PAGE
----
Prepare your questions before the interview. One of the worst thing you can do as an interviewer is make the questions up as you go. Shooting from the hip belongs in Cowboy movies, not the professional interview.
Ensure that your questions cover more than just skills. Many unseasoned interviewers focus their questions exclusively on the skill set of the candidate. However, it is also important that you get a feel for the candidate’s cultural fit. It is important to ascertain whether the candidate will fit into the existing culture of your team. See our Library of Interview Questions to help you with the sorts of questions you can ask.
Ensure a level playing field. It is very important that you ask all the candidates the same basic questions. Asking candidates different primary questions will likely lead to some candidates being asked easy questions whilst others get stuck with the difficult ones.
Ask behavioural questions. Behavioural questions are highly effective in terms eliciting the truth of a candidate’s response. They are designed to make candidates say what they did and how they did it in very specific ways; see our Library of Interview Questions for a large range of these type of questions. For example, instead of asking, “Tell us about your payroll experience”, you can ask, “Please take us through a step by step process on what you did to achieve the payroll run?”
Make the candidate as comfortable as possible. Many candidates find the interview process daunting. Consequently, they tend to under perform and not provide a realistic insight as to what they’re really like. Taking 5 minutes at the start of the interview to make the candidate feel comfortable and relaxed can go a long way in achieving a better outcome. Avoid interviewing candidates if you’re in a terrible mood.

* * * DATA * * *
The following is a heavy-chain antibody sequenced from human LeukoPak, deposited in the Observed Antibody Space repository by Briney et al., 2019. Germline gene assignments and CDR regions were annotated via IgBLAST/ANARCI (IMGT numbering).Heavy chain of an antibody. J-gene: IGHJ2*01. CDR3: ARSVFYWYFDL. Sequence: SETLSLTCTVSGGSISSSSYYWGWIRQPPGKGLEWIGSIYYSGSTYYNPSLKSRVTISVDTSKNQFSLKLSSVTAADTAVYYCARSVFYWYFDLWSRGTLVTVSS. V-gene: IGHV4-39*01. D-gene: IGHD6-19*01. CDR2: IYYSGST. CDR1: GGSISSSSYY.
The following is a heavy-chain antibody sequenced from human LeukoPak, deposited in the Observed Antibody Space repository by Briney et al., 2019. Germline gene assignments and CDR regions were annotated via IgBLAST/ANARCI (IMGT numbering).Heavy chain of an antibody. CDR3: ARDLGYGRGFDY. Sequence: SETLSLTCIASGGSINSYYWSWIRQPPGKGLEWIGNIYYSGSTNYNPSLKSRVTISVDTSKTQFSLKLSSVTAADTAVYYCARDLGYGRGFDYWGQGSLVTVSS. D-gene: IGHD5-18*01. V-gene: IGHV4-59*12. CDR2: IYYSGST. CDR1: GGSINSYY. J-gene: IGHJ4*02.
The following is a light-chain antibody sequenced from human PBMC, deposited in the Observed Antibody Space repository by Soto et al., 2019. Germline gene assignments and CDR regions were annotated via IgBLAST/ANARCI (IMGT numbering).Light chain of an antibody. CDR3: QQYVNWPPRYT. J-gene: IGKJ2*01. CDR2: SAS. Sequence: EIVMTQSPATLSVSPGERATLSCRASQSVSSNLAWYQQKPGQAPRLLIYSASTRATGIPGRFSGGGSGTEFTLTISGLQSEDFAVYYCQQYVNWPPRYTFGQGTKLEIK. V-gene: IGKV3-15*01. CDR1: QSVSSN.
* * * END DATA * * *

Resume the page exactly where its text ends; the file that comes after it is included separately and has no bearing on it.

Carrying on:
Treat all candidates with respect. Never talk down to a candidate or treat them like second-class citizens – that includes allowing interruptions during the course of the interview. There’s a good chance that the best candidates won’t accept your job offer, what’s more they’ll bad-mouth your business to all their friends.
Allow candidates to ask questions. Candidates will probably have a few questions of their own. Let them ask those questions and answer them as truthfully as possible, otherwise you may have problems down the track.
Avoid exaggeration. In an effort to attract the best candidates some employers exaggerate the good things about their company or the job on offer. This is a recipe for disaster. You’re only succeeding in raising the expectations of the candidate only to have them dashed once they’re in the job.